Mary Judge had to perform a constant balancing act. She peddled a wide array of foods, despite city regulations prohibiting the sale of anything but vegetables from her place at the market. Judge also worked year-round to make ends meet, even though the official market season for hucksters only ran from April through October. Judge leveraged her position constantly, extolling journalists, cajoling the police and petitioning city officials for special dispensation. The Evening News described a Saturday in 1875 when Judge stood behind her coffee stand, “looking with a proprietor’s pride on her piles of fried cakes, gingerbread and pigs’ feet,” and remarked to some of her customers that she planned to offer city officials dinner to gain their favor (November 22, 1875).

Women Pushing a Handcart along Michigan Avenue at Woodward, Detroit, Michigan, 1875-1893

Mary Judge may have resembled this unidentified woman pushing a handcart in Detroit in the late 1800s. It's easy to imagine her heading to the market, prepared to build a makeshift stand, despite regulations prohibiting them. She likely wore similar multipatterned clothing, as hucksters often did to help attract customers. / Detail, THF623831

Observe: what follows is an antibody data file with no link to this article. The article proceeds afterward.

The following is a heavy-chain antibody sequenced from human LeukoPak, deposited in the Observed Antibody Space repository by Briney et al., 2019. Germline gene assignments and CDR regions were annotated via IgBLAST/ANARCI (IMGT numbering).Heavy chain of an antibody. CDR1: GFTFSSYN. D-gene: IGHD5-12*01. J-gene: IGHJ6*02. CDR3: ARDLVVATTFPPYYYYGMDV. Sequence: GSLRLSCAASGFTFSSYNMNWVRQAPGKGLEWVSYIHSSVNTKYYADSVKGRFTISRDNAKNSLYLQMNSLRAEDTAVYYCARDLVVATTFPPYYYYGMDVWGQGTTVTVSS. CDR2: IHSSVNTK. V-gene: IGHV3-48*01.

Over the years, Mary Judge wore the patience of market clerks and vendors thin, as evidenced by numerous mentions in Common Council minute books. In addition to selling things other than vegetables at her stand all year long, she flouted regulations by operating outside of the market’s vegetable building. Other vendors complained of Judge’s abusive language — something for which she was fined at least once and over which an offended rival reportedly added kerosene to her coffee. She could also be violent. According to The Evening News, Judge was once arrested while “trying to demolish the market clerk with a hammer” (June 29, 1877).

Despite its firm regulations and conflicts between vendors, the market community offered something of a social safety net. When the city removed Mary Judge’s stand to expand access for teams of horses and wagons outside the vegetable building, she and other hucksters petitioned the market committee to retain their businesses. The committee carefully considered Judge’s situation and ultimately recommended renting her a stand in the vegetable building, saying, “We find she is very poor, and unfit for any other occupation.”

Detail of minutes from the Journal of the Common Council of the City of Detroit